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Luis Severino | A tale of two halves

Matt Gregory

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Brad Penner-USA Today Sports

Luis Severino has had a tale of two halves, with the second half being far below the expectations he set before the All-Star Break. Some have posited that Severino is tipping his pitches. There is also the possibility that Severino is slowing down because he has never reached 200 innings professionally. Neither of those will be the focus of this article, though maybe in the future it would be worth looking at Severino’s delivery in the first and second halves.

This article is going to focus on two of his pitches: the slider and the four-seam fastball. The first question would be the stuff itself. Has it regressed in terms of velocity or control?

In the case of the slider, this chart from Brooks Baseball shows the horizontal movement and vertical movement of all Severino’s pitches. A quick note: the closer to zero on both the X and Y-axis, the less movement horizontally/vertically there is. Further from zero means more movement:

The fastball movement is about the same, but the focus, for now, should be on the slider. Those dots closer to the zero are from the most recent months. Meaning, there has been less vertical and horizontal movement in his slider since the start of the season. In the case of horizontal movement, it’s only about an inch, but the vertical movement is closer to three or four-inch difference.

Has this led to any change in the performance of his slider? Not really. He did give up four home runs in July versus two in the first half altogether, but his K% and BB% with the pitch stayed consistent, as did the Whiff% (amount of swings and misses the pitch generates).

There is no straightforward explanation for the dip in slider usage over time without being in the clubhouse or watching the bullpens. However, it seems important to note when considering Severino’s four-seam fastball usage has increased.

The below chart shows the slugging percentage against each of his pitches. The black line shows his four-seam fastball. Since the beginning of June, opponents have been slugging better than .500 against his fastball, with a peak in the .700 range in August. Yet, Severino has double downed on using the fastball.

July was a bad month for all Severino’s offerings, but one thing that has stayed consistent in August is that opponents are slugging greater than .600 against his fastball. With that, Severino is getting fewer whiffs per swing on his fastball in the second half, shown below:

So, there’s a reason for this, right? As mentioned earlier, tipping pitches will not be touched on here, nor will the possibility of injury, but there was something interesting in this next chart. It covers the vertical release point of Severino’s fastball, put more simply, how high is his hand when he releases his pitches.

Now, all his pitches have increased in vertical release point, but none have suffered as much as his fastball has in terms of performance. Is this typical of Severino? Does he always increase the vertical release point over time? Well, no. But, the only other time Severino had a higher release point was during his 2016 campaign, when he posted a 5.83 ERA. That looks like a pretty consistent relationship.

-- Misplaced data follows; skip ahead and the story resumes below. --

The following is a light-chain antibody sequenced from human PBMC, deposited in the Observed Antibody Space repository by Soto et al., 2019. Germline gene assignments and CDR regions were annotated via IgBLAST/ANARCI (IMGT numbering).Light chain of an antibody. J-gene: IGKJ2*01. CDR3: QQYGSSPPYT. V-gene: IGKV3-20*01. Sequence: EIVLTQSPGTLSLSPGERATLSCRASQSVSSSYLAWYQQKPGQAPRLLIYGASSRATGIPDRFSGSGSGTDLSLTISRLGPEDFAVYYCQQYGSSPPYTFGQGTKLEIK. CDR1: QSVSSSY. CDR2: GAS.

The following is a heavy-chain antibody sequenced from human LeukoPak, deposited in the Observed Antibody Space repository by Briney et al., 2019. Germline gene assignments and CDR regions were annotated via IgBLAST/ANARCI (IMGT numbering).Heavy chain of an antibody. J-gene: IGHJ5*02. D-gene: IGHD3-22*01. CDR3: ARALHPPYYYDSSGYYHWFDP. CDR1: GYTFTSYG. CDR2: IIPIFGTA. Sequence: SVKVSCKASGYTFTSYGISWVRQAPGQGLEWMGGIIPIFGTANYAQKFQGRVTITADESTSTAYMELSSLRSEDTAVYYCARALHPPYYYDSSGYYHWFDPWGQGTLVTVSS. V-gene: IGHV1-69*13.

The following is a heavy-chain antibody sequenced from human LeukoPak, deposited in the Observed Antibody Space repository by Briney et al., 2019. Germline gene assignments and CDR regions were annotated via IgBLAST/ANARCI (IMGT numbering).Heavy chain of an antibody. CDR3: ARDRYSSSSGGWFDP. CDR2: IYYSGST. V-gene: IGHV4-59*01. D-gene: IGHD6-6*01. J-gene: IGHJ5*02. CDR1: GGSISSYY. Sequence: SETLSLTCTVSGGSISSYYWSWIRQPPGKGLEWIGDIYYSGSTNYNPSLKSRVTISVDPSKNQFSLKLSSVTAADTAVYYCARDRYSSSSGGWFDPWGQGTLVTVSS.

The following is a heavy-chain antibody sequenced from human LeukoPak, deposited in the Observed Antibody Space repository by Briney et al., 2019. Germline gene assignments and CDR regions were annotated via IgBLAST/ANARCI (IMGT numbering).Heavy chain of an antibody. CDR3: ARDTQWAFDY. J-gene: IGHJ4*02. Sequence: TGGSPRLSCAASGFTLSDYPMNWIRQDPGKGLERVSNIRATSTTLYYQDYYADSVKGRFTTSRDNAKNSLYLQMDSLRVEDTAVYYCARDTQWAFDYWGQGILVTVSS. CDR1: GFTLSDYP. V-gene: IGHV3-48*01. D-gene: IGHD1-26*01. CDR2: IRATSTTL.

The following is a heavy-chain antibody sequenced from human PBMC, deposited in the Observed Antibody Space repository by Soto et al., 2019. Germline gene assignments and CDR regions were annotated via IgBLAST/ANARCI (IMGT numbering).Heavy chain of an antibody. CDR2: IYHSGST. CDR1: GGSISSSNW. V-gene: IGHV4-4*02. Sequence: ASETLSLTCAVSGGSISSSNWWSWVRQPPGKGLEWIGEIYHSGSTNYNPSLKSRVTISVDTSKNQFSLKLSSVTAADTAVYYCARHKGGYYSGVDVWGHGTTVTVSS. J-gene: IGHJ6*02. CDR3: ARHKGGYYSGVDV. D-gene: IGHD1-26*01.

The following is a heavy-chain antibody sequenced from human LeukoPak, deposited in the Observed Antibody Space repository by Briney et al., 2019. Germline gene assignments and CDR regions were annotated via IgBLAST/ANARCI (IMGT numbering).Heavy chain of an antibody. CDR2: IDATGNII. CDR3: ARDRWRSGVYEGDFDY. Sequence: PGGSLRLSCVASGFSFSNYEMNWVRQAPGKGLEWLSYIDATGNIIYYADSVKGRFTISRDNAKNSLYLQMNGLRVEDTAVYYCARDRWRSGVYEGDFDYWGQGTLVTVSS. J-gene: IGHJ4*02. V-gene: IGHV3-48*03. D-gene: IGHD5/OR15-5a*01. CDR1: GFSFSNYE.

There is no solid explanation as to why the increase in vertical release point would lead to poor performance. The only speculation could be that hitters are seeing it better out of his hands, especially since there is not too much movement to his four-seamer.

Now, going by his FIP in the first half, Severino overperformed by close to .5 ERA points. That can be explained by an extremely low HR/FB rate, which Severino has never been known for. He posted a HR/FB% around 6% for the first three months while he has posted a 20.5% HR/FB% in the second half.

That brings his overall season HR/FB% to 12%, much closer to his career average of 14%. It seems like Severino’s true homerun prevention talent lies somewhere between the 6% and 20% range, rather than sitting at either end of the spectrum.

To go along with this, Severino has seen his groundball rate drop 11 percentage points from 43.9% to 32.1%, while his line drive rate has jumped from 22.4% to 33%. That is going to contribute to more hits, as demonstrated by his .400 BABIP in the second half versus his .278 BABIP before the all-star break. His career average sits closer to .290, so again somewhere closer to that .278 he posted earlier this year.

All these regressions since the all-star break come back to that increase in his vertical release point of his fastball, which has led to a higher slugging percentage against the pitch and more home runs overall. That is reminiscent of his worst year as a professional in 2016. This really feels like a mechanical change, either knowingly or unknowingly, that has gone extremely wrong.

Born and raised in New Jersey in a Yankee household, Matt works with computers by day but has always loved baseball. When he's not doing either of those things, he's probably thinking about Villanova basketball way too much. Follow him on Twitter @MattchewGregory.

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New York Yankees

Yankees year in review | The starting pitchers

Matt Gregory

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Kim Klement-USA TODAY Sports

Welcome to Yankees Year in Review. This is the third of four parts looking at each position group for the Yankees. This week, it’s the starting rotation’s turn.

If you had to pick one weakness of the Yankees in 2018, it would have to be the starting rotation. Going into the season, it looked like this:

Luis Severino
Masahiro Tanaka
Sonny Gray
CC Sabathia
Jordan Montgomery

Much like the infield, this is not what the rotation looked like by year’s end. That is not surprising, starting rotations rarely survive a whole year without injuries or poor performance. There was some good and some bad, let’s start with the bad.